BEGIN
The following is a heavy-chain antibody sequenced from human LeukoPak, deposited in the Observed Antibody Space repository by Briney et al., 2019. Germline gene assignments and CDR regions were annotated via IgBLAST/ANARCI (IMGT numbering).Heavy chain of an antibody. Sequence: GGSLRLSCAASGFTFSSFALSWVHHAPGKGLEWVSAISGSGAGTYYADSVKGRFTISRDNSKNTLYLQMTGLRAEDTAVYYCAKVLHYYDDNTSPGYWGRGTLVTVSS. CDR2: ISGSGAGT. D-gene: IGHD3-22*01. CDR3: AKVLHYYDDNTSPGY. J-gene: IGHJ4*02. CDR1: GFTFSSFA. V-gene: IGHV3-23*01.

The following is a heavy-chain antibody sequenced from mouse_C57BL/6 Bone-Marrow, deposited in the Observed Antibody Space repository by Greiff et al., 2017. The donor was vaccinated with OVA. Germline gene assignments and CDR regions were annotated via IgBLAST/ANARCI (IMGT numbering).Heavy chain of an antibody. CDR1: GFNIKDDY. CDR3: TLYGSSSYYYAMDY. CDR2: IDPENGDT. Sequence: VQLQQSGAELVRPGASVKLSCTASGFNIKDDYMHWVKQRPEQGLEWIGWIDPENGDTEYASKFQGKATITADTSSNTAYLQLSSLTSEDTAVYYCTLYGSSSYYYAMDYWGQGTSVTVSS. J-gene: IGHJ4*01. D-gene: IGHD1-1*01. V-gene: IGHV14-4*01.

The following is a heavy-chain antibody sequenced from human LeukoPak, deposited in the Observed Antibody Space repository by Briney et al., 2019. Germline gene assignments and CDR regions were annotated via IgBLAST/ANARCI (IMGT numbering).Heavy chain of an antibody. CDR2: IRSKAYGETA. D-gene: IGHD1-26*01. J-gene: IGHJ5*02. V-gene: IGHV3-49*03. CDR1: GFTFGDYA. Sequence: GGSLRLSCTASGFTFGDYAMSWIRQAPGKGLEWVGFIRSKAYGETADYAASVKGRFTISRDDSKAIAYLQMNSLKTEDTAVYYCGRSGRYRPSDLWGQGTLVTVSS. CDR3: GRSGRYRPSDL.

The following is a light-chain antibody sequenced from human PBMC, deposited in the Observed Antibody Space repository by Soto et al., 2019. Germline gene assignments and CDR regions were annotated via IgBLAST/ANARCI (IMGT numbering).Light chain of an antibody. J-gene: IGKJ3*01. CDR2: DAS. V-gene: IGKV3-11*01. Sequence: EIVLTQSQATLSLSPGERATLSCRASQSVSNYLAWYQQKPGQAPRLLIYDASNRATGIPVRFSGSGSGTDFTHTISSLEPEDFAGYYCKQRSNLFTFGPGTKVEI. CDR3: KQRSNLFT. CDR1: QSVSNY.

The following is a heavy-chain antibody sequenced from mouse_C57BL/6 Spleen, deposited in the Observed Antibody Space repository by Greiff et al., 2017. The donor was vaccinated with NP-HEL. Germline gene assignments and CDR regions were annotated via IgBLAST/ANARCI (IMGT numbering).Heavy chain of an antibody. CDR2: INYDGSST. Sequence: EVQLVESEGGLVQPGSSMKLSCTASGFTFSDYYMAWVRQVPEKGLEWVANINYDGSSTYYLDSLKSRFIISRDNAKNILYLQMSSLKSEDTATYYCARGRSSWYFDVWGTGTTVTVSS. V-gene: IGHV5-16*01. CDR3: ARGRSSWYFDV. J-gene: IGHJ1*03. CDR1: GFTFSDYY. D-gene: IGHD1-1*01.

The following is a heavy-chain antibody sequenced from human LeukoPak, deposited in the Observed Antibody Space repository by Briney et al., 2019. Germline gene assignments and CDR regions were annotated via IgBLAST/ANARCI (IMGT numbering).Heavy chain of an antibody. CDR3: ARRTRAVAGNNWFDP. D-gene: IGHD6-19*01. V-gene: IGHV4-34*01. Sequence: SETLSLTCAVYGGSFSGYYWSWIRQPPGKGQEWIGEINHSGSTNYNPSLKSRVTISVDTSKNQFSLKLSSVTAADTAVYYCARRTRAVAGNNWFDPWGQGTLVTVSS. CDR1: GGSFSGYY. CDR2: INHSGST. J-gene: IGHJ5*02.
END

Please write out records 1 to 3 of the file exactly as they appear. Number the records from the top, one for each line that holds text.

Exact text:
The following is a heavy-chain antibody sequenced from human LeukoPak, deposited in the Observed Antibody Space repository by Briney et al., 2019. Germline gene assignments and CDR regions were annotated via IgBLAST/ANARCI (IMGT numbering).Heavy chain of an antibody. Sequence: GGSLRLSCAASGFTFSSFALSWVHHAPGKGLEWVSAISGSGAGTYYADSVKGRFTISRDNSKNTLYLQMTGLRAEDTAVYYCAKVLHYYDDNTSPGYWGRGTLVTVSS. CDR2: ISGSGAGT. D-gene: IGHD3-22*01. CDR3: AKVLHYYDDNTSPGY. J-gene: IGHJ4*02. CDR1: GFTFSSFA. V-gene: IGHV3-23*01.

The following is a heavy-chain antibody sequenced from mouse_C57BL/6 Bone-Marrow, deposited in the Observed Antibody Space repository by Greiff et al., 2017. The donor was vaccinated with OVA. Germline gene assignments and CDR regions were annotated via IgBLAST/ANARCI (IMGT numbering).Heavy chain of an antibody. CDR1: GFNIKDDY. CDR3: TLYGSSSYYYAMDY. CDR2: IDPENGDT. Sequence: VQLQQSGAELVRPGASVKLSCTASGFNIKDDYMHWVKQRPEQGLEWIGWIDPENGDTEYASKFQGKATITADTSSNTAYLQLSSLTSEDTAVYYCTLYGSSSYYYAMDYWGQGTSVTVSS. J-gene: IGHJ4*01. D-gene: IGHD1-1*01. V-gene: IGHV14-4*01.

The following is a heavy-chain antibody sequenced from human LeukoPak, deposited in the Observed Antibody Space repository by Briney et al., 2019. Germline gene assignments and CDR regions were annotated via IgBLAST/ANARCI (IMGT numbering).Heavy chain of an antibody. CDR2: IRSKAYGETA. D-gene: IGHD1-26*01. J-gene: IGHJ5*02. V-gene: IGHV3-49*03. CDR1: GFTFGDYA. Sequence: GGSLRLSCTASGFTFGDYAMSWIRQAPGKGLEWVGFIRSKAYGETADYAASVKGRFTISRDDSKAIAYLQMNSLKTEDTAVYYCGRSGRYRPSDLWGQGTLVTVSS. CDR3: GRSGRYRPSDL.